classified as 'threatened' in Catalunya, anyone who has recently
travelled through the north and west of the region, either by car or
on foot, should be able to testify to the fact that these giants of
the sky are doing very nicely, thankyou. Earlier this summer, while
climbing in the gorge of Oliana, I counted upwards of 30 soaring on
the thermals above me, just in one small area (perhaps I was moving
too slowly!) as well as many more perched on ledges on nearby walls,
and 'flocks' of this size are by no means unusual across the
region. In many areas their numbers seem almost inexplicable; how can
so many big birds find enough dead animals to survive, let alone
thrive? It's not even as if they die young, the oldest reaching 40
years! Apparently, on the French side of the Pyrenees, where these
birds are also doing well, farmers used to leave dead livestock out
in the fields, thus saving themselves the trouble and expense of
disposal, as well as doing the Vultures a favour at the same time,
but the practice was outlawed by the EU in 2002 after mad cow disease
reared its ugly head. So what do they eat now? Somehow, somewhere,
there must be an awful lot of less than sure-footed mountain goats
roaming the hillsides. The menu probably also includes the Isard
(Spanish Chamois), oh and also wild boar, which apparently are
getting way out of control after cross-breeding with domestic pigs
and consequently having larger litters. In other words; not a bad
time to be a scavenger, particularly one with good eyesight. Red
Kites, also appear to be doing very well in the area. Don't get me
wrong, I love to see these magnificent creatures, but I fail to see
the need to extend them further protection when they look to be
managing perfectly well on their own.
Incidentally, I'm no expert, but it has occurred to me that the presence of so many of one species of top predator (Gyps fulvus) in an area could possibly be detrimental to the prospects of other similar species sharing the same habitat? Perhaps someone more knowledgeable on the subject would care to offer an opinion?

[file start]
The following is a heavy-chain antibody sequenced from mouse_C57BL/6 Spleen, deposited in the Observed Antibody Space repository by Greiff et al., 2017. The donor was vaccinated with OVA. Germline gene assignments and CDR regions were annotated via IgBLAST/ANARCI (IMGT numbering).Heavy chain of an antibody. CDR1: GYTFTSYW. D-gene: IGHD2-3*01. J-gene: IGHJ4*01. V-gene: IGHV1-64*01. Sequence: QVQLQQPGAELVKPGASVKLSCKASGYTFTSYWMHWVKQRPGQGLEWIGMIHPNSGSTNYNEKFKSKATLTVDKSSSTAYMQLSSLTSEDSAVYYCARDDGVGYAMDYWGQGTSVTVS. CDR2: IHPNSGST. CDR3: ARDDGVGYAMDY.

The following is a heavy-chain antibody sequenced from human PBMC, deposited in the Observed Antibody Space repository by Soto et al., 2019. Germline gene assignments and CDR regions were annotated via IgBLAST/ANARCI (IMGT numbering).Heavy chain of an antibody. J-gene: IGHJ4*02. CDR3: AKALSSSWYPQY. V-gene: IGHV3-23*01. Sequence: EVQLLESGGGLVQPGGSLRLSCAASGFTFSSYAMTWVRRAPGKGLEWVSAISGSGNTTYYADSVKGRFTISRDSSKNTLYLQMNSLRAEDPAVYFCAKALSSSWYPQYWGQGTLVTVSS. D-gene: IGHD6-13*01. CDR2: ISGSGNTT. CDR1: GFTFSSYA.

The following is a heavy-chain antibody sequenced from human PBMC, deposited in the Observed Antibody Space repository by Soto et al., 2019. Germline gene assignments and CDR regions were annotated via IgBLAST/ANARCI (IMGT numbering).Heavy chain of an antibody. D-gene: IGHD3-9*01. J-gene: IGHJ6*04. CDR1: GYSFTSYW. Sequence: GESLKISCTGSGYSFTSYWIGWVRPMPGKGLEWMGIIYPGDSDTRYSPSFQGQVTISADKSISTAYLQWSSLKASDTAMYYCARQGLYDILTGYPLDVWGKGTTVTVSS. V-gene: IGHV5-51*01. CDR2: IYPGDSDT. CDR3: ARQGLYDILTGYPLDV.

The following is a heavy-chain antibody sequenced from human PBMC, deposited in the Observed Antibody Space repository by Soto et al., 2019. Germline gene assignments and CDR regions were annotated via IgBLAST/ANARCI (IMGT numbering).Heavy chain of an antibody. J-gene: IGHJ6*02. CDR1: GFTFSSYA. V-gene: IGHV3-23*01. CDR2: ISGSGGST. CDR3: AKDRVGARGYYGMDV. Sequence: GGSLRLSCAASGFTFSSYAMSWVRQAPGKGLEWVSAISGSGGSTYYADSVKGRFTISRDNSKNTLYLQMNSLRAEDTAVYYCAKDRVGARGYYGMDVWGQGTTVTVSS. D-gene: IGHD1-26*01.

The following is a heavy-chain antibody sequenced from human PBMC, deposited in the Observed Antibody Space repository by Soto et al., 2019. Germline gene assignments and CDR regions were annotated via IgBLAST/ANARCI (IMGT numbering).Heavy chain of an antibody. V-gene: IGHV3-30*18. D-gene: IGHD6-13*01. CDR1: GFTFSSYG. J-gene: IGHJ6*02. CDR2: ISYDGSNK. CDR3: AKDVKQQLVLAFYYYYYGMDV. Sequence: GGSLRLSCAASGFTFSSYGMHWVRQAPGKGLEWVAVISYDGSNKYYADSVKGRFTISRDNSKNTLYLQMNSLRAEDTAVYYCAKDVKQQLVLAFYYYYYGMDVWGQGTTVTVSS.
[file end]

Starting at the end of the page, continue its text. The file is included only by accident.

According to my sources in Catalunya, the main instigators behind the draft proposal are a couple of high-ranking officials who apparently view climbers as only slightly higher up the social scale than drug-pushers and paedophiles. On their advice, restrictions have recently come into force in several other Catalan climbing locations — Montserrat (south side), Sadernes (an excellent though little known spot near Girona) and Montsant. If they are allowed to carry on like this half the rock in the country could soon be out of bounds. Given the numbers of foreign climbers visiting the area each year, I'd be amazed if the government just rolled over and let this go ahead, but stranger things have happened. The Catalan climbers themselves were initially supportive of the restrictions, but see these latest proposals as a total overreaction. Currently the forums are buzzing with comment, and ideas being exchanged on the best coarse of action. They will certainly not give in without a fight. I intend to do everything I possibly can to help, including making sure that all the departments of the local (Lleida) government (not just the nature conservationists) realize the importance of their part of the world to climbers.
I will report back with further developments as and when they happen. In the meantime any comments, supportive or otherwise, would be gratefully received.